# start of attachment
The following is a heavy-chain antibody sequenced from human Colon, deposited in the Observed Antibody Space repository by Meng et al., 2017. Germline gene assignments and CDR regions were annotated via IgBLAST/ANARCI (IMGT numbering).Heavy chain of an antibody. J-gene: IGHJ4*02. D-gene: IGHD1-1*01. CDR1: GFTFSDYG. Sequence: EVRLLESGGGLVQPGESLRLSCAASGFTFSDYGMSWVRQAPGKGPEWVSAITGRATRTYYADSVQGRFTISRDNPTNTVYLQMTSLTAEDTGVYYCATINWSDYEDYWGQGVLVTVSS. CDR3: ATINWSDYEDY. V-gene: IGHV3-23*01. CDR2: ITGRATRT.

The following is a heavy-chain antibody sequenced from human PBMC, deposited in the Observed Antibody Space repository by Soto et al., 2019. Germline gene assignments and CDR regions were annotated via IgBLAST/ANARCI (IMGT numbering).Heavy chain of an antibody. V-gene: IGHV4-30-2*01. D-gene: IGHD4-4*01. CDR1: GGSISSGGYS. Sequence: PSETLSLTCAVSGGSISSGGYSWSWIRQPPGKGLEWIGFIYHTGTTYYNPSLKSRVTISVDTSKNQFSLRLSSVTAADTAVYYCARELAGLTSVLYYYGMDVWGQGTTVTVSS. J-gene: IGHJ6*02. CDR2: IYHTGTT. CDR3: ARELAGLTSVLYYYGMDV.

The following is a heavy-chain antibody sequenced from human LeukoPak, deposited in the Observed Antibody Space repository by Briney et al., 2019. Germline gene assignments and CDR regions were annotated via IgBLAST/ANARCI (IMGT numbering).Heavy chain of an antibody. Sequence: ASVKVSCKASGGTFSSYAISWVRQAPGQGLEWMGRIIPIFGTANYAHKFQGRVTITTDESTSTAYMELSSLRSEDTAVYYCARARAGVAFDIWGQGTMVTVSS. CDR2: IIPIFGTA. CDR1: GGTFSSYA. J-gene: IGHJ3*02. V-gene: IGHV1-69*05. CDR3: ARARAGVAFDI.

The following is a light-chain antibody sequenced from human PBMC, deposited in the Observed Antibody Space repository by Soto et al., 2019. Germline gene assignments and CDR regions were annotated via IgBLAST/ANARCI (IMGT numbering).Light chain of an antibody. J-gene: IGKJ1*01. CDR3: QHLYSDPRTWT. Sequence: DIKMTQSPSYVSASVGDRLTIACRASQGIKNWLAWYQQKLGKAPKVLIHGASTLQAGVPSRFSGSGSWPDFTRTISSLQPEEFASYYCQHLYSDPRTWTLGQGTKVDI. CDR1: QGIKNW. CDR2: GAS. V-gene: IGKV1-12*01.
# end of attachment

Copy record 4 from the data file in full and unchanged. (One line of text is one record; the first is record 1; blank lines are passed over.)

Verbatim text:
The following is a light-chain antibody sequenced from human PBMC, deposited in the Observed Antibody Space repository by Soto et al., 2019. Germline gene assignments and CDR regions were annotated via IgBLAST/ANARCI (IMGT numbering).Light chain of an antibody. J-gene: IGKJ1*01. CDR3: QHLYSDPRTWT. Sequence: DIKMTQSPSYVSASVGDRLTIACRASQGIKNWLAWYQQKLGKAPKVLIHGASTLQAGVPSRFSGSGSWPDFTRTISSLQPEEFASYYCQHLYSDPRTWTLGQGTKVDI. CDR1: QGIKNW. CDR2: GAS. V-gene: IGKV1-12*01.